Market Research Lessons from Dr. Seuss?
Traci Wood; Market Research Account Executive
Yes, Dr. Seuss. The man who gave us "Think and wonder, wonder and think." I love his books. I’ve read my favorites over and over– One Fish Two Fish Red Fish Blue Fish, McElligot’s Pool, and my very favorite The Sneetches. But you know what’s interesting about Dr. Seuss? His words have the ability to teach us valuable life lessons we can use in our everyday lives. Don’t believe me? I’ll prove it to you. Here are 5 lessons that I believe every market researcher can learn from Dr. Seuss.
1. “Think left and think right and think low and think high. Oh, the things you can think up if you only try.”
How many times have you done the same market research project over and over again? You know….. I bet is goes like this - Your company wants to know what customers/vendors have to say, so you write a survey and call people on the phone to ask them questions. Once the calls are finished, you look at the data collected and Voila! There is the answer to your question. Right? Well, maybe and maybe not.
Why not try a new approach? Develop a mobile or online survey or utilize social media research to hear what people are saying when they are not being asked structured questions. And, why not analyze all of the unstructured text your company already has collected and stored away somewhere to test the power of text analytics in answering business questions.
2. “Sometimes the questions are complicated and the answers are simple.”
I’m sure you’ve all heard the story of the giant semi-truck getting stuck under an overpass because it was too tall to drive under. The truck driver, rescue workers, city engineers, transportation authorities were all trying to come up with the best solution to free the truck. Overly complicated and incredibly time consuming and expensive plans were discussed back and forth, but no solution could be decided upon as everyone was too focused on the problem. Until, that is, a small child simply said, “Why not just take the air out of the trucks tires?”
See! Dr. Seuss is right again – the answers are simple if you just take the time to look at the complicated problem and devise a precise plan of action. You don’t need to make your research methodologies so complex, so complicated, and so convoluted that you lose sight of what you wanted to learn in the first place. Take the time to think. Sometimes the answers are simple if you take the time to correctly design ‘How’ you should ask the question in the first place.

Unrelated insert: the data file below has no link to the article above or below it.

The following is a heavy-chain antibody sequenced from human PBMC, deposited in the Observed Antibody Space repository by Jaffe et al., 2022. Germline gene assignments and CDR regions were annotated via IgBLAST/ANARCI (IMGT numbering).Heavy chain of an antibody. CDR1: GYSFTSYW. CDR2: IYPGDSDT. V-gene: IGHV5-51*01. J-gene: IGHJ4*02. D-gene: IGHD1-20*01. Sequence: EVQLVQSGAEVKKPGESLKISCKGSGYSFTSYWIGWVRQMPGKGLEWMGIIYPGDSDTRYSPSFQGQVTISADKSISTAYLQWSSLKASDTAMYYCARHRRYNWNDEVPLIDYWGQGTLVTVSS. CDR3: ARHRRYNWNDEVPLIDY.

3. “If things start happening, don’t worry, don’t stew. Just go right along and you’ll start happening too.”
My daughter has wanted to take Gymnastics lessons for quite a while. I was finally able to get her enrolled in a class and her first lesson was last night. She was extremely excited. She had planned her ‘gymnast’ wardrobe and hair style down to the last detail, and strutted into that gym like she owed the place. And then…the hard work began and lasted for two hours. The stretches, the jumps, the running, the blisters, and much to her dismay…the sweating. She listened and learned the techniques she was being taught. She worked hard and cannot wait for her next lesson. She is embracing moving forward with her goal.
Why did I tell you that? Well, many of us conduct research, receive our answers, and implement a solution and find the company or campaign begins moving forward at a far faster rate than expected. A natural response is to step on the brakes and slow things down to a more comfortable pace. We forget to embrace the changes we wanted. It is hard to accept change especially at a rapid pace. Just set your sights on where you want to go and hold on. Isn’t moving forward the point of it all? Don’t stand in the way of your own momentum.
4. “They say I’m old-fashioned, and live in the past. But sometimes I think progress progesses to fast.”
And sometimes it doesn’t, sorry Dr. Seuss. And even if you feel that way too, the truth is our world changes every day. New technologies emerge every day. And like it or not, we need to adapt to these changes. Embrace them. Utilize them to our advantage by allowing the new technologies to give us a different perspective on the world. The addition of social media networks have given consumers a voice that has never been heard in such a loud tone before. People are having conversations about your company – whether you’re listening and engaging with them or not. I say embrace it! Engage! And move forward!
5. “The more that you read, the more things you will know. The more that you learn, the more places you’ll go.”
Now that you have your answer it’s time to take the information and insights you gathered and do something great with it. Move your company forward, make a decision that will matter to your customers and clients, and hopefully benefit everyone in the process. After all – isn’t this why you asked the question in the first place?
See, I told you! Dr. Seuss can teach all of us a thing or two about marketing research and, of course, avoid putting a star on your belly just because all of the other Sneetches do.